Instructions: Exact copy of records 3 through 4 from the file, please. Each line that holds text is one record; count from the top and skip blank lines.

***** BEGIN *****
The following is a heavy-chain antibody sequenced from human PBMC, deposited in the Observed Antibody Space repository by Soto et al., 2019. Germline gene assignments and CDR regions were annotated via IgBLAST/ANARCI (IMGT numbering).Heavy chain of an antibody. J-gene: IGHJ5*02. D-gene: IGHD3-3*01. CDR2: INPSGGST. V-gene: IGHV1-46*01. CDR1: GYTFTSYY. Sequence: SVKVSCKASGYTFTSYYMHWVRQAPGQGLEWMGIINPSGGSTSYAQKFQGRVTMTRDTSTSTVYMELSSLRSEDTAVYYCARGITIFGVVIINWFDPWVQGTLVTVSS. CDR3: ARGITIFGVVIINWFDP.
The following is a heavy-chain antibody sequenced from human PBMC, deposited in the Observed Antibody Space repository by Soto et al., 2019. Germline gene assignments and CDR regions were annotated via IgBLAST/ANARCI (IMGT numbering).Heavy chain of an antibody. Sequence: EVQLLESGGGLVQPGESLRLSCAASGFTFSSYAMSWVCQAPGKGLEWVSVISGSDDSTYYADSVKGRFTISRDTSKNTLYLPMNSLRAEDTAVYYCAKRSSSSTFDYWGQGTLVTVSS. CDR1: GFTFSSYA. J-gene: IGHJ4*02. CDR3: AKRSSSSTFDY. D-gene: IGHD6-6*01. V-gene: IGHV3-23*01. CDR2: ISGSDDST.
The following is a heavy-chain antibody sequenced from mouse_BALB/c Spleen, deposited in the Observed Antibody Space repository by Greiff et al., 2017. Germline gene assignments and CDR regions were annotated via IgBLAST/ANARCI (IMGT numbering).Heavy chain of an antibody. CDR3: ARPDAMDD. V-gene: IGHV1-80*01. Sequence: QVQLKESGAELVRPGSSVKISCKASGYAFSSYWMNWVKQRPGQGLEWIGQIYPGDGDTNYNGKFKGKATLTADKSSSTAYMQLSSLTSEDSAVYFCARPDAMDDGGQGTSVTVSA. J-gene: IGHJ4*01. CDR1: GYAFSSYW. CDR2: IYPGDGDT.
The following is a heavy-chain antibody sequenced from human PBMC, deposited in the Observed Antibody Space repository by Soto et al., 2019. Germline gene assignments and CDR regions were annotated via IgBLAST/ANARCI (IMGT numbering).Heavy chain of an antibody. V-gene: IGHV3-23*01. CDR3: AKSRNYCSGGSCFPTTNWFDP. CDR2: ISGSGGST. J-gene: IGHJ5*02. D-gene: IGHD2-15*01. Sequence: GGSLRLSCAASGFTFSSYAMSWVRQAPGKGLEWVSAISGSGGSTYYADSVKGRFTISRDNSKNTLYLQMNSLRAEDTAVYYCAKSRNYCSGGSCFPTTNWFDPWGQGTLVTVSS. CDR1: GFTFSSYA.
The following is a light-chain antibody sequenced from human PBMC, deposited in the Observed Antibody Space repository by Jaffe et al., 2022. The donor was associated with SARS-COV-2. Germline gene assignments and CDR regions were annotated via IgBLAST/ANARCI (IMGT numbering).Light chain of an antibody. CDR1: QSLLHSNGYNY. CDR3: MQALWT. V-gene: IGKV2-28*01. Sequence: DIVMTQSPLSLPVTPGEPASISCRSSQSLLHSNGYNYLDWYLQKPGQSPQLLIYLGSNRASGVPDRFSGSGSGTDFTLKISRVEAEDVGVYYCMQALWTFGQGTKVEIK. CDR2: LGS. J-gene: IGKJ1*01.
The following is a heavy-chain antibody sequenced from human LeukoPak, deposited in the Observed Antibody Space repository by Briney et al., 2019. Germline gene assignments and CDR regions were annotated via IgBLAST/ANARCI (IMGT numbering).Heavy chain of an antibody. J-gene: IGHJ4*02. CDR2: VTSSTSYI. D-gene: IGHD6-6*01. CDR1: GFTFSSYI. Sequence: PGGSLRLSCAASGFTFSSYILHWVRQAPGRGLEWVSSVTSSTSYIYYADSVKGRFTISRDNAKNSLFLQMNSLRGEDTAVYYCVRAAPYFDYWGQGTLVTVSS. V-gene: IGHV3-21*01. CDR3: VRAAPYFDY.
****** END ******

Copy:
The following is a heavy-chain antibody sequenced from mouse_BALB/c Spleen, deposited in the Observed Antibody Space repository by Greiff et al., 2017. Germline gene assignments and CDR regions were annotated via IgBLAST/ANARCI (IMGT numbering).Heavy chain of an antibody. CDR3: ARPDAMDD. V-gene: IGHV1-80*01. Sequence: QVQLKESGAELVRPGSSVKISCKASGYAFSSYWMNWVKQRPGQGLEWIGQIYPGDGDTNYNGKFKGKATLTADKSSSTAYMQLSSLTSEDSAVYFCARPDAMDDGGQGTSVTVSA. J-gene: IGHJ4*01. CDR1: GYAFSSYW. CDR2: IYPGDGDT.
The following is a heavy-chain antibody sequenced from human PBMC, deposited in the Observed Antibody Space repository by Soto et al., 2019. Germline gene assignments and CDR regions were annotated via IgBLAST/ANARCI (IMGT numbering).Heavy chain of an antibody. V-gene: IGHV3-23*01. CDR3: AKSRNYCSGGSCFPTTNWFDP. CDR2: ISGSGGST. J-gene: IGHJ5*02. D-gene: IGHD2-15*01. Sequence: GGSLRLSCAASGFTFSSYAMSWVRQAPGKGLEWVSAISGSGGSTYYADSVKGRFTISRDNSKNTLYLQMNSLRAEDTAVYYCAKSRNYCSGGSCFPTTNWFDPWGQGTLVTVSS. CDR1: GFTFSSYA.